I was expecting fuel everywhere but there was none, operated the choke on the right carb (the only one fitted) half advance ignition first prod of the kickstart and........she started! - The little cul de sac where I live was enveloped in smoke but she started, not only that albeit not a flicker from the amp meter the lights started to want to work as well - so hopefully a simple rewire will sort that out in due course.

The biggest problem with buying a non runner on the word of a supposed classic enthusiat who was "using it for hill climbs but as the clutch started slipping confined it to the shed a couple of years ago" - is you never really know what is wrong. Well having established that the engine will start, albeit it may well still work if I want to be able to see my front door, with the engine running it also seemed the right moment to engage a gear and establish just ow bad the clutch slip was - NO WAY WHATSOEVER - the crunching was deafening - so this is what a classic hill climber meant by "clutch slip". Reference to the inspection plate and clutch adjustment control seems to indicate that the clutch mechanisim is fully extended i.e as it was set from the factory - would it still be like this if the plates / friction material was completely worn ?.

Both Tom and Eddie have given me some guidance in my first posting on this site regarding "clutch slip" and in due course I will try the petrol wash suggestion to see if any sign of a clutch appears. The good thing (I suppose) is that without the engine running I can select each of the gears so the bike certainly still has them.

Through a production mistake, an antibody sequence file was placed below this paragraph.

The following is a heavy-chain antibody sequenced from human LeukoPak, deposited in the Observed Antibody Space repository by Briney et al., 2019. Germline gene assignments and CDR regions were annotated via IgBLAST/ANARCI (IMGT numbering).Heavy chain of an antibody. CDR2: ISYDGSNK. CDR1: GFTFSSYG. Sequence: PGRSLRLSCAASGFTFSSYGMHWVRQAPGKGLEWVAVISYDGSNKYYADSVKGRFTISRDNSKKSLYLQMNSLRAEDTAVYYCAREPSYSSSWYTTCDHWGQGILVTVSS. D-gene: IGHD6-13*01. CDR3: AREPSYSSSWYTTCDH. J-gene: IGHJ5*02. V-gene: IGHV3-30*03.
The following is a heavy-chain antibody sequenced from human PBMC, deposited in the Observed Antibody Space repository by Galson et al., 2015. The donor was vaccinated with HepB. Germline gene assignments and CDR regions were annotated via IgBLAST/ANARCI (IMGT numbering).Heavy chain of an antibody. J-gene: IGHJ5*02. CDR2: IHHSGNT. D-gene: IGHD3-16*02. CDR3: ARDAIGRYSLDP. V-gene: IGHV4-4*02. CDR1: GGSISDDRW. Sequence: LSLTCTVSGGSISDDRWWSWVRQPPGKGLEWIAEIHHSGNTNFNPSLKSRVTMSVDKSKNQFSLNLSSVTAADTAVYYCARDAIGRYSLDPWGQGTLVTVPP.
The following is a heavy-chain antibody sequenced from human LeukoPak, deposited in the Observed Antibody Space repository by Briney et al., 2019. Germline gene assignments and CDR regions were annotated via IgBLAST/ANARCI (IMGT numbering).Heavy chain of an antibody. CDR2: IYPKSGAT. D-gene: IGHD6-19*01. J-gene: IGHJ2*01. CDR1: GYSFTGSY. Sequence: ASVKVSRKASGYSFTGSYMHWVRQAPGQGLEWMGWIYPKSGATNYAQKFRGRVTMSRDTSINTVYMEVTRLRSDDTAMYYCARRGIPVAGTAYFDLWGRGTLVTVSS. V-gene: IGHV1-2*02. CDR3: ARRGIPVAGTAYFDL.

A point about spark plugs that I am sure "real Douglas riders" are fully aware but which surprised me and caused mr to have a little concern is the fact that the BMS illustrated T35 instruction book (a direct copy of the 1948 T35 operation and maintainence book that I had already managed to purchase) list the spark plugs as Champion J8 /Lodge C14 /KLG F.50 HOWEVER when you cross reference these plugs for todays equivalent you discover the J8 eqivalent is the J8C  but the listing for the KLG.50  gives Champion L86C /L40  NGK B7 / B6HS or B7HS (for oily engines try B5HS) which all seems fine UNTIL you realise that these alternative plugs are different lengths i.e. 3/8" or 1/2" and checking the plug to piston crown clearance by vernier guage suggests to me that the extra 1/8" could be significant - or am I worrying about nothing?

Still can't get over how well run this club is, it really is great  I wrote to Matgaret at post war spares ref missing petrol cap and by return I have one - Fantastic!

I guess to answer my own original question "well I bought it - Now what do I do" - keep working on it and keep my fingers crossed.

Matt